Field lane was once a narrow alley that led to Saffron Hill (once fields and gardens belonging to Ely Place and filled with actual saffron), and formed part of a tangle of the narrow lanes and courts that contained some of London’s most desperate poverty. Flora Tristan describes it thus in 1842:
Quite close to Newgate, in a little alley off Holborn Hill called Field Lane, which is too narrow for vehicles to use, there is absolutely nothing to be seen but dealers in secondhand silk handkerchiefs.’ I am sure I do not need to warn any curious traveller who might be tempted to follow in my footsteps, to leave at home his watch, purse and handkerchief before he ventures into Field Lane, for he may be sure that the gentlemen who frequent the spot are all light-fingered! It is particularly interesting to go there in the evening, as it is then thronged with people – which is easy to understand: buyers and sellers alike are anxious to preserve their anonymity for, after his purse. nothing is more precious to anyone in business than the mask of respectability he has been at such pains to acquire.
The shops are in fact stalls which project into the steet, and this is where the handkerchiefs are displayed: they hang on rails so that intending purchasers can recognise at a glance the property they have had stolen from them! The men and women dealers, whose looks are in perfect harmony with their trade, stand in their doorways and hector the customers who come under cover of the night to buy dirt cheap the spoils of the day. There is a bustle of activity in the street as prostitutes, children, and rogues of every age and condition come to sell their handkerchiefs (175).
I found a picture or two (with a jarring one in contrast, to bring us into the present):
They are described by Dickens of course, in Oliver Twist. I was so pleased to have accidentally been reading that at the same time as Tristan’s London Journal, and to have connected the two together on my own. Of course, I found out that is no big thing. This is from Dickens, describing one of Fagins’ haunts:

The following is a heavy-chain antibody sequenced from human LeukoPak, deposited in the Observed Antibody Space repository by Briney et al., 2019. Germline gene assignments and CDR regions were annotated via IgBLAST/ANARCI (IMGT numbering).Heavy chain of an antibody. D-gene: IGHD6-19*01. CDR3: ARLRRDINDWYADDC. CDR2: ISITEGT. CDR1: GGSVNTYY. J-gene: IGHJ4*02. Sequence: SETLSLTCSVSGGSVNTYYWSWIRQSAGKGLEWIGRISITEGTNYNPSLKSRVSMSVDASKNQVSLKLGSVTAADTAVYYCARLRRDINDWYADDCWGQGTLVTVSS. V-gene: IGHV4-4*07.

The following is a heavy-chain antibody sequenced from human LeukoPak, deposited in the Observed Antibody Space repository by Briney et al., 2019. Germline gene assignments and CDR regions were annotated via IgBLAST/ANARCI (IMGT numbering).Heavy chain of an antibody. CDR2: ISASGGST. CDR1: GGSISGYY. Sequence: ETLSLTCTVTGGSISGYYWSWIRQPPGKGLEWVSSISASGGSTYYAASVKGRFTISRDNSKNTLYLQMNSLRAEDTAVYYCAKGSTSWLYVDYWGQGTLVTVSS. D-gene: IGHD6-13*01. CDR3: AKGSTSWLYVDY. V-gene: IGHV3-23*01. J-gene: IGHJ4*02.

Near to the spot on which Snow Hill and Holborn meet, there opens, upon the right hand as you come out of the City, a narrow and dismal alley, leading to Saffron Hill. In its filthy shops are exposed for sale huge bunches of pocket-handkerchiefs of all sizes and patterns, for here reside the traders who purchase them from pickpockets. Hundreds of these handkerchiefs hang dangling from pegs outside the windows or flaunting from the door-posts, and the shelves within are piled with them. Confined as the limits of Field Lane are, it has its barber, its coffee-shop, its beer-shop, and its fried fish warehouse. It is a commercial colony of itself—the emporium of petty larceny, visited at early morning and setting-in of dusk by silent merchants, who traffic in dark back parlours and go as strangely as they come. Here the clothes-man, the shoevamper, and the rag-merchant, display their goods as sign-boards to the petty thief, and stores of old iron and bones, and heaps of mildewy fragments of woollen-stuff and linen, rust and rot in the grimy cellars.
Here is a map showing the maze of streets and courts:
But these were to become a thing of the past, 1844 ushered in efforts to rebuild the area, 1869 saw the construction of the Holborn Viaduct, by the time Charles Booth was making his second set of poverty maps in 1898-99, it looked rather different (in both, field lane is the bottom left), though the black sections show that poverty and crime abide:
Today crime clearly still abides, at least, loitering does along these steps that lead down from Charterhouse.
Further down becoming Saffron Hill proper (though Field Lane has been wiped from memory through signage alone), it regains something of the feel for what was:
I love this area, despite the creep of the City, the expensiveness, the smart suits walking briskly to and fro. There are still a scattering of normal people, some estates not yet demolished or turned into luxury apartments perhaps. Still a sound of accents that make me feel at ease, still a raffish air to it. I don’t mourn the loss of the desperate poverty, the cold, damp and overcrowded housing, or the picturesque views of stolen goods. What I hate is that our people were simply swept away for the most part, to build a cold corporate environment of nearly empty echoing alleys. Buildings that are a monument to greed and thievery of a different kind, often, though not always, a legitimated one.
People with money desire curious things.
For more on Victorian cities or Dickens…